We are delighted to share this preview of a new book that we expect will be of interest to Third Factor’s readership: Extreme Intelligence: Development, Predicaments, Implications by Dr. Sonja Falck, published in October 2019 by Routledge. The publisher has kindly offered Third Factor readers a 20% discount on this and all other Routledge books if you order from their website before the end of 2019. Just enter A038 at checkout.
Dr. Falck has also kindly agreed to sit down with us for an interview about her work. Do you have questions you’d like us to ask her? Email them to us here.
If somebody were to ask you whether very bright people typically have difficulty in social relationships, would you say yes or no? On what information or experience would your answer be based?
In her new book, Extreme Intelligence: Development, Predicaments, Implications, Dr. Sonja Falck offers a wealth of information that will help readers better answer those questions.
Falck undertook her study of giftedness/high ability after observing first-hand the stereotype that links high IQ with social difficulty. When she was a seven year old growing up in South Africa, her school recommended that she be sent to a university program for gifted children—but her mother declined. She feared that if her daughter participated in such a program, it would ruin her chances of forming “normal” interpersonal relationships. As an adult, Falck started wondering: where did this fear of her mother’s come from? What are the effects of such a fear? Is there any basis for it?
In pursuit of answers to these questions, Falck undertook a doctorate. What she found was often contradictory—which only served to fuel her curiosity.
While she found that many books on giftedness mention associated social difficulties, there was no single book dedicated to exploring the subject in depth. She therefore wrote a book that does just that.
Extreme Intelligence has the intellectual precision readers will expect from Falck as a Senior Lecturer in one of Britain’s largest schools of psychology, at the University of East London. At the same time, she has intentionally written a book that is accessible to non-academics. Her aim throughout is to engage you, the reader, in thinking about how high intelligence is manifest—or hidden—in everyday life. Every chapter begins with a reflective prompt that probes your personal thoughts, feelings, and experiences, just like the questions at the beginning of this article.
The book starts with a concise but comprehensive background that defines “extreme intelligence” and explains how it relates to concepts such as IQ, giftedness, expertise, and genius. It then focuses on the psychosocial questions: how do others react to individuals with extremely high intelligence, and how does this affect how the highly intelligent develop? Falck investigates the social predicaments faced by such individuals and the implications for them and the world around them. Supporting her arguments throughout, the author reviews the academic literature alongside representations of genius in history, fiction, and the media, and she draws on her own first-hand research interviews and her work in psychotherapy and coaching with multinational high-IQ adults.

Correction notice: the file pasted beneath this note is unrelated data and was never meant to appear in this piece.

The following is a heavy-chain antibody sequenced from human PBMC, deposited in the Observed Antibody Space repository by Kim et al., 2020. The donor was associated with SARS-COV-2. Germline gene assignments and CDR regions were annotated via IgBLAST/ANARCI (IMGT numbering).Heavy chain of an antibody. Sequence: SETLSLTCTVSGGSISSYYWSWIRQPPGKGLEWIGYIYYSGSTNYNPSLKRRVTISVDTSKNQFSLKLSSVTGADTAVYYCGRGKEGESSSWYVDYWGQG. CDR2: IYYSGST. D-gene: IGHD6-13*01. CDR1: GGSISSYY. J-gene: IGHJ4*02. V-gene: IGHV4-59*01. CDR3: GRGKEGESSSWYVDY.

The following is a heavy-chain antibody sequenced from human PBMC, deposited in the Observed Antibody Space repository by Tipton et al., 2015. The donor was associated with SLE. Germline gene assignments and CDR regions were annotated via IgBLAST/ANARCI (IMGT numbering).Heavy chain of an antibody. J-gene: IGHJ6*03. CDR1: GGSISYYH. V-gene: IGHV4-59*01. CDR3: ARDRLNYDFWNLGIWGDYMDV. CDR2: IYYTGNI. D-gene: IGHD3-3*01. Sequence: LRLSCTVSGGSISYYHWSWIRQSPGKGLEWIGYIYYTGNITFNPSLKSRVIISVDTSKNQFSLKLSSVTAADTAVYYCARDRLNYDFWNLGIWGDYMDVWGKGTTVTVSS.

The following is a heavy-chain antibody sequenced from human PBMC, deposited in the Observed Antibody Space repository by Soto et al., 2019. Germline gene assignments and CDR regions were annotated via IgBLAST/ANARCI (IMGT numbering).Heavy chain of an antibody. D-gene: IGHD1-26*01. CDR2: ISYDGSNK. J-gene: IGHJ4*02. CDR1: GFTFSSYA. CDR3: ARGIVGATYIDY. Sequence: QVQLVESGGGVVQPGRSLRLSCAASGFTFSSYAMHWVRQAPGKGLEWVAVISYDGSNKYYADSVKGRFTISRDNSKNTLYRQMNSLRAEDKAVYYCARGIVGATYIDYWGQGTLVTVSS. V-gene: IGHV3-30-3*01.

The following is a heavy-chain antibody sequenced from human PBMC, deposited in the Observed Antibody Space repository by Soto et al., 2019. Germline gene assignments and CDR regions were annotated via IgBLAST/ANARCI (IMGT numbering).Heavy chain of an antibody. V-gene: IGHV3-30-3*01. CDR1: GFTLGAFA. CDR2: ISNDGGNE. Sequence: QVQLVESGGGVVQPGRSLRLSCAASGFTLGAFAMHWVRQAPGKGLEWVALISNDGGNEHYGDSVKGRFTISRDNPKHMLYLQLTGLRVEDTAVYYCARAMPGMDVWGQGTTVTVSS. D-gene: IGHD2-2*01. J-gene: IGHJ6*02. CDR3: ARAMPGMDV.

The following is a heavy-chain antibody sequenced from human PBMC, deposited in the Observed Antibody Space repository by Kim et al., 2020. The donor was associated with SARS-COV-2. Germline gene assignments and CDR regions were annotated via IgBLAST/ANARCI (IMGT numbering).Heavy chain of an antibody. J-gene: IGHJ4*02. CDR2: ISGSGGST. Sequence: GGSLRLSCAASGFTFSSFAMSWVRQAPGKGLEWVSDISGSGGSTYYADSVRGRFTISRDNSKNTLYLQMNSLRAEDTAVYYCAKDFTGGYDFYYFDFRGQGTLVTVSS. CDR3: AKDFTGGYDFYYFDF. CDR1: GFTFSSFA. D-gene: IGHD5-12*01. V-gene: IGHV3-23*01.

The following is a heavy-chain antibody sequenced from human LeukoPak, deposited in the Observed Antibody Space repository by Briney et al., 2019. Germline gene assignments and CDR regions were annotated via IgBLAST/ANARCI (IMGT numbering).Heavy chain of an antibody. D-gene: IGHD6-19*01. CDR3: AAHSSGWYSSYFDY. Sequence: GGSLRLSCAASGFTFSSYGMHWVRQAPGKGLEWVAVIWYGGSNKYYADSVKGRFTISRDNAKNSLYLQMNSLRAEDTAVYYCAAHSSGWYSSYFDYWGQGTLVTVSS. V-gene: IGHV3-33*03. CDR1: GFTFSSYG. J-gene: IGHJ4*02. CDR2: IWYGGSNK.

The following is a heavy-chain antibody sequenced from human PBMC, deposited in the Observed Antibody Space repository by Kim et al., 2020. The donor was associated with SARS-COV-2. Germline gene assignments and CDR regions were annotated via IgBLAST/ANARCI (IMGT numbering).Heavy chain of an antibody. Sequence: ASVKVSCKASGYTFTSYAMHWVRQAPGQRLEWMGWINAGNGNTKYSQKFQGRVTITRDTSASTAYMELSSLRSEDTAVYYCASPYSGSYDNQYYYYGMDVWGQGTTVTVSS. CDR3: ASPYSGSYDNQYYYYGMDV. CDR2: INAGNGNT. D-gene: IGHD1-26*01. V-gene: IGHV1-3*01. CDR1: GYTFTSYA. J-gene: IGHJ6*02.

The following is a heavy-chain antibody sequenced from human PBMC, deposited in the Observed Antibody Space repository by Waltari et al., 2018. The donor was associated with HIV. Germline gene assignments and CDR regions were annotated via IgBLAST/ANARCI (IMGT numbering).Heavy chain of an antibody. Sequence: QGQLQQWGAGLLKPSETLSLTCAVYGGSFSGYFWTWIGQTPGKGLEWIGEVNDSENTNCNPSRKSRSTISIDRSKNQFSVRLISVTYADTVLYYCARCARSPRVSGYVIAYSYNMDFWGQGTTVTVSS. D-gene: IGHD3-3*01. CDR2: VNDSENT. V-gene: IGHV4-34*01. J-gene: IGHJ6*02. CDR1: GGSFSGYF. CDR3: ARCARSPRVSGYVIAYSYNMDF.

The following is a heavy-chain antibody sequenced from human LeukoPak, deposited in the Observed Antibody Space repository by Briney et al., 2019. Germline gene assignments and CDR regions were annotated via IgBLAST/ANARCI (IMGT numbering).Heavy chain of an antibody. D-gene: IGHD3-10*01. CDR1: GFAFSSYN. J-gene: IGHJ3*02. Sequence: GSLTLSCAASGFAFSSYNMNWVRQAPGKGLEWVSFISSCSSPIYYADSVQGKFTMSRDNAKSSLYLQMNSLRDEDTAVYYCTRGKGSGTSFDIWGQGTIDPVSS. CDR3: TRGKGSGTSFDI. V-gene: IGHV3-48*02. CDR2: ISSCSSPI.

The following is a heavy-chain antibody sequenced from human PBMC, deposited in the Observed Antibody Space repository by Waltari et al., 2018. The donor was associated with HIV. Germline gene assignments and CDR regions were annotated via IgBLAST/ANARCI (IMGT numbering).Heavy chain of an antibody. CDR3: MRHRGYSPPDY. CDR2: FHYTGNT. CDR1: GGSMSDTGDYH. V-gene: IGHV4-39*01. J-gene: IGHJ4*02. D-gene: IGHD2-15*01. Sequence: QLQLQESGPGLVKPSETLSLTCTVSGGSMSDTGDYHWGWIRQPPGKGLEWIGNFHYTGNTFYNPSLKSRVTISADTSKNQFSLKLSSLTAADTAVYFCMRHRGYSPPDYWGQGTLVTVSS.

As human beings, we are all neurobiologically oriented from infancy to establish effective relationships with those around us, because it is essential for our well-being that we find acceptance and belonging with others. Unfortunately, as Falck’s research shows, many high-IQ individuals have had formative experiences of being set apart—sometimes simply by virtue of their atypical functioning, but also because of the way that others respond to their atypicality. Whether the gifted individual is praised, rewarded, exploited, or repeatedly rejected and bullied for being different—in the end, these are all forms of being set apart, and this has consequences.
Consider this: the term “prodigy” comes from the Latin “prodigium,” which means a monster who violates the natural order of things. Falck’s research shows how extreme intelligence is strongly correlated with the highest of human achievement—but also, paradoxically, with higher relationship conflict, career difficulty, mental illness, substance use, and high-IQ crime. One chapter that may be of particular interest to readers interested in positive disintegration, entitled “Madness, Misunderstanding, and Misdiagnosis,” interrogates whether extreme intelligence is a benefit or a liability—and what we even mean by “benefit” and “liability.” Considering mechanisms of creativity and what relation they might have to psychopathology, Falck addresses key questions: does genius necessarily involve some kind of psychosocial torture? Or can it proceed happily and healthily? What might be involved in guiding high ability toward the best possible outcome? She also zeroes in on the colloquial use of two psychiatric labels that come up frequently in the context of high-IQ individuals: autism and narcissism. How are these terms used, and how do they differ from or overlap with giftedness?
With all of this in mind, Extreme Intelligence suggests a constructive path forward. Through her research, Falck has developed a four-quadrant model of relational styles that may emerge in very high-IQ individuals: Inhibited, Despairing, Provoking, and Thriving. Offering real-life examples of each of the four styles, she details the kinds of developmental experiences that contribute to each and explains what is involved in progressing—or regressing—from one style to another.
In writing Extreme Intelligence, Dr. Sonja Falck has provided a rigorous, up-to-date resource that is sure to spur important personal and professional conversations on the social development, predicaments, and implications of extreme intelligence.